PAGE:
But if Charlie has an interesting way of attracting wildlife he wants, he has an equally novel way of getting rid of animals he does not want. With the sun rising so early now, Ollie and I have started running together before zazen three days a week. The other three days (there’s no morning zazen on Sunday) I go for a walk on campus. I like it; it’s cool and quiet, except for the chorus of birds. I still make a habit of counting all the separate sounds I can hear. And the other day I was walking through the line of trees that boarder the farm fields when I saw Charlie.

He was crouching just under the far edge of the trees, so he was hard to see through the leaves, and he did not turn around, but he must have heard me because he reached back and started to wave at me to stop or go away—but in the middle of the wave he stopped, as though reconsidering, and gestured for me to sit down. I couldn't tell if he knew who I was, since he hadn't turned around, but  I sat down as quietly as I could and watched him.

He was hunting.

Barefoot, as usual, he was crouching under cover of the trees with a leather quiver of arrows on his back, his powerful-looking bow half drawn. He was aiming at...what? I couldn't see. Suddenly he drew his bow fully and loosed an arrow, then nocked and shot two more arrows in unbelievably quick succession, cursed, and ran forward.

I crept to the edge of the trees in time to see Charlie standing over a dying woodchuck as it struggled, pinned to the ground by his arrow. As I watched he shot it again at close range and motioned me forward. He did seem to know who I was.

"I don't mind missing," he told me when I walked up, "but I hate half-kills. I hate it when they suffer."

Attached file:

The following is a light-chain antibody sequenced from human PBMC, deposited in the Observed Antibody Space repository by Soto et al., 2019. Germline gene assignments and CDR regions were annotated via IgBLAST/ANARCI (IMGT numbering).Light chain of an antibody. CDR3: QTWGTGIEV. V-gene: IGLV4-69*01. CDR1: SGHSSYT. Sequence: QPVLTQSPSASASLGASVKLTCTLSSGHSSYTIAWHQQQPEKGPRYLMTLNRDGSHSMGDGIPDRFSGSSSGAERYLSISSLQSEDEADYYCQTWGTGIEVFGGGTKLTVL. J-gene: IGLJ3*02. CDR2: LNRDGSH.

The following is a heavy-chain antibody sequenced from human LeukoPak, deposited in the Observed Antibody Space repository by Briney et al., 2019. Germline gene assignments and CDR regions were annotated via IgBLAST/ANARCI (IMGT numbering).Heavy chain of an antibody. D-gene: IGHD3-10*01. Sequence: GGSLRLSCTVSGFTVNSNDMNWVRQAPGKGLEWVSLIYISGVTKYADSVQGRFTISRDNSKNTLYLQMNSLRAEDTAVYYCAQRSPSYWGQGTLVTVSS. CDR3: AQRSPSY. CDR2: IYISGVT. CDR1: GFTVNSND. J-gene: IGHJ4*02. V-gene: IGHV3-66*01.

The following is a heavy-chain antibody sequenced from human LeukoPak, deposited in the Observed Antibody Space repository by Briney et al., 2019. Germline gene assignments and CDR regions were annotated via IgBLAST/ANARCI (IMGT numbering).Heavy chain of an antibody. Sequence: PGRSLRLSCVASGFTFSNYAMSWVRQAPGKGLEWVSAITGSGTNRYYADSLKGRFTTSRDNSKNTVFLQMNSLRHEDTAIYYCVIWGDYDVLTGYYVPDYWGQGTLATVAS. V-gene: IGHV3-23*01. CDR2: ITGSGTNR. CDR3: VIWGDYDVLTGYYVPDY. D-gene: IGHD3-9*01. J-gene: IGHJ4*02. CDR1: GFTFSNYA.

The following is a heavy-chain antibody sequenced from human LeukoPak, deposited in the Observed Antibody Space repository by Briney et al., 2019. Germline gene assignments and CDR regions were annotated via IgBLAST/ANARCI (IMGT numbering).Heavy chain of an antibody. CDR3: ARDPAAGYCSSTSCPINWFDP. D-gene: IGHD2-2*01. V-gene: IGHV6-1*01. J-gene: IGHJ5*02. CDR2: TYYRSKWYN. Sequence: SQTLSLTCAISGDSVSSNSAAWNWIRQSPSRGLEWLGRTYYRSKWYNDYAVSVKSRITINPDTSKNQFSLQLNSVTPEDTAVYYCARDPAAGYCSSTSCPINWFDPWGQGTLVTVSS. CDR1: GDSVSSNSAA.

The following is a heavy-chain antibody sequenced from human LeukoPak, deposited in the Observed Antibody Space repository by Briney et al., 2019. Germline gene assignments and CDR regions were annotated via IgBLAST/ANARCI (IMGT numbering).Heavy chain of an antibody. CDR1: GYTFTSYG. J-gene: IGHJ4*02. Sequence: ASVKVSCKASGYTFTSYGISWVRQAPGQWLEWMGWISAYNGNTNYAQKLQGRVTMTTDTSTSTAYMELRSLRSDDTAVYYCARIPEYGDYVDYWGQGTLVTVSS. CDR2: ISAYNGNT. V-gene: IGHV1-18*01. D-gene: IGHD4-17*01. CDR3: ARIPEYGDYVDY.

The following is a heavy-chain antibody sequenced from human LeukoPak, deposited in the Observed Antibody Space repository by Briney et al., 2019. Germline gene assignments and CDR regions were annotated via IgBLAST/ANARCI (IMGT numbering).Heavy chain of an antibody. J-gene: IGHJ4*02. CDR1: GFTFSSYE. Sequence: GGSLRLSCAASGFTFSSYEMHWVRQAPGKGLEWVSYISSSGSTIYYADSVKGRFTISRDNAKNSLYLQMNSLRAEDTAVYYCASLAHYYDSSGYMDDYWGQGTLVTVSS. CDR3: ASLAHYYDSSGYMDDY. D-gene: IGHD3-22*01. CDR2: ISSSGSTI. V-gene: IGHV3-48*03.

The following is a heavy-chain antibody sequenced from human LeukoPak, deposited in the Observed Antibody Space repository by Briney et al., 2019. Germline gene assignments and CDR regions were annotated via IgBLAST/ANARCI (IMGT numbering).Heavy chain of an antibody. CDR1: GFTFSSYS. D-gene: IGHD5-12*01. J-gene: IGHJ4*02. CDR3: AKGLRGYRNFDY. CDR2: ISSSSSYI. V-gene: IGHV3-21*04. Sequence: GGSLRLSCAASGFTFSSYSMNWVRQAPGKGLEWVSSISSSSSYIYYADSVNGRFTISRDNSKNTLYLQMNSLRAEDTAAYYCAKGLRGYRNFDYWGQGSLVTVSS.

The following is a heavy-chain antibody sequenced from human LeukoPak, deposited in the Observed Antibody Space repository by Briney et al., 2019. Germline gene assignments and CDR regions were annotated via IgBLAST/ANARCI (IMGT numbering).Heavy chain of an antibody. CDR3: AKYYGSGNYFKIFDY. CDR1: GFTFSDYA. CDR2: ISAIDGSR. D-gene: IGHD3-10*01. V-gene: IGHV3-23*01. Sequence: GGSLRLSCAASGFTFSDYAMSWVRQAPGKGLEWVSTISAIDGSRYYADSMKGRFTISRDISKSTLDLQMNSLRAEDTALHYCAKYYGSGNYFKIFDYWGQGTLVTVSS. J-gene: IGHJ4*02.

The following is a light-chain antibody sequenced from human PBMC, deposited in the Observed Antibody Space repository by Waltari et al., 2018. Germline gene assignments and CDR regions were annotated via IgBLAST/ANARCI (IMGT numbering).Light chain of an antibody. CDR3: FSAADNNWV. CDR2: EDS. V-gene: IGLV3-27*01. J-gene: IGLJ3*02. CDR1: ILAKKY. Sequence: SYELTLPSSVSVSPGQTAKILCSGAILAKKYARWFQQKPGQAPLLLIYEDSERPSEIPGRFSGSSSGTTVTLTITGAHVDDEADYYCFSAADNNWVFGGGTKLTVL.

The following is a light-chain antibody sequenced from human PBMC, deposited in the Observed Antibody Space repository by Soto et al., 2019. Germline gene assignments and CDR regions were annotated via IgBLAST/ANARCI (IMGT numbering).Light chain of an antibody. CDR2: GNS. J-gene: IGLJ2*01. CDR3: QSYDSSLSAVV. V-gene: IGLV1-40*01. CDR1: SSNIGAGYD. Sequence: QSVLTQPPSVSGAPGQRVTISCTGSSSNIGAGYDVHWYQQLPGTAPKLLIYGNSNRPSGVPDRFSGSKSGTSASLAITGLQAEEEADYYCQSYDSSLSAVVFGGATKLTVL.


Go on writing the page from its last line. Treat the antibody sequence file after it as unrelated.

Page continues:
He had apparently shot at three woodchucks that had been feeding together near the deer fence. The first he had taken by surprise and killed cleanly, but the other two ran and one escaped and the other didn't.

"Why shoot them at all?" I asked, though I thought I knew the answer.

Rough Sketch of a hunting point
 "They'd eat all our vegetables if I didn't. It's this or traps or poison. Or smoke bombs down their holes. This is better. I know what I kill when I kill it, and they die fast, mostly. And I know where they are, so there's less waste." As he spoke, he pulled a pair of heavy rubber gloves out of his shoulder bag, put them on, and freed his arrows from the carcass. The arrows had nasty-looking hunting points, like convergent razor blades. Then he wrapped the carcass in an oilcloth bag and walked over to the other dead woodchuck. "The gloves are for safety; rodent fleas can carry plague. Did you know that? And any mammal could have rabies."

"What are you going to do with the bodies?" I asked, because he was clearly going to do something with them.

"Have you seen 'Dissect a Woodchuck' on the schedule? This is the woodchuck." I had, in fact, seen it, it came up in the weekly list of talks and seminars almost every other week. I'd been meaning to go but hadn't gotten around to it yet.

"And then? You don't just use them for that talk, right?" I was pretty sure he must be killing more woodchucks than could be used for teaching. Maybe he fed them to the campus cats and dogs? 

"And then I eat them," he said, grinning at me. I should learn not to let him surprise me so easily, but eat a woodchuck?

"I didn't know you could eat a woodchuck," I told him.

"Oh sure. Cooked thoroughly it's perfectly safe, organic, don't know about the dinner, do you?"

I didn't. What dinner?

"Paleolithic Dinner. It's a little get-together I host. Invitation only. You're invited."

Well, then.

"What sort of get-together?"

"It's a pot-luck. The catch is you have to bring something you harvested yourself, from within walking distance. Something we didn't plant or raise. Except for seasonings, can get those from the kitchen."

 "Charlie, I'd love to go, but I don't know anything about foraging...or hunting."

"No better time to learn. But for now--you know Rick? He's a senior student, Snake Dorm, I think. Get him to help you." 

So, I guess I get to eat a woodchuck.

No comments:

Post a Comment